Middle East historian brings global perspective to Hannah Chair
'My new role at McMaster is to bring together the humanities and social sciences with health sciences, and to do it from a global perspective,' said Ellen Amster. The endowed Hannah Chair was funded in part by a $2 million donation from Associated Medical Services.
An historian of Middle East medicine has been appointed as the Hannah Chair in the History of Medicine.
Ellen Amster joins McMaster on Oct. 1 from the University of Wisconsin-Milwaukee, where she has been a professor of history since 2003.
The purpose of the Hannah Chair is to develop scholarship in the history of medicine, and to encourage McMaster students (including medical students) to become interested in the history of the discipline.
“My new role at McMaster is to bring together the humanities and social sciences with health sciences, and to do it from a global perspective,” said Amster.
Amster is an expert on transnational health issues and the social history of biomedicine in global context.
Her focus involves public health, maternal and infant health, and the encounters between western and Islamic medicines. Her work draws upon the western history of medicine, from the Ancient Greeks to the twentieth century, and anthropological methodologies from the study of health and healing in Africa.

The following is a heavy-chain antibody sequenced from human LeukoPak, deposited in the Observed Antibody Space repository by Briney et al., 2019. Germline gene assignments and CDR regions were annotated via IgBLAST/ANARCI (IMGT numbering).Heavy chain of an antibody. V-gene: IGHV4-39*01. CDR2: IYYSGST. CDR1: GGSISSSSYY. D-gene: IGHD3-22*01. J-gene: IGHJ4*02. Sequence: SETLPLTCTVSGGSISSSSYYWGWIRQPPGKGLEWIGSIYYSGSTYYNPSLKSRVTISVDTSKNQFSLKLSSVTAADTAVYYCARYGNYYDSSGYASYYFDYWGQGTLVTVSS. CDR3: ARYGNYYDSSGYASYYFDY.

She created a global health study abroad program called Maternal and Infant Health in Morocco: Women’s Rights and Family in Islam to look at the determinants of health in Morocco. Amster said she is looking forward to recreating the program at McMaster, and developing other global health opportunities for students in health sciences and other fields.
Holger Schünemann, chair of the Department of Clinical Epidemiology and Biostatistics, where Amster will be based, said that traditionally CE&B has been a multidisciplinary department that has benefitted from different thoughts, approaches to research and exchange of ideas.
“Ellen Amster brings a new perspective of approaching health research with the lens of a historian,” said Schünemann. “Her international work in North Africa with midwives, and her work on beliefs in health care, are of great interest to the department with our new efforts in public health and the related master’s program.”
Pamela Swett, chair of the Department of History, where Amster is jointly appointed, said: “Ellen brings to McMaster a truly interdisciplinary outlook on education, and plans to engage students across campus by demonstrating how the historical analysis of contemporary medical questions can lead to better health care.”
The endowed chair was funded in part by a $2 million donation from Associated Medical Services.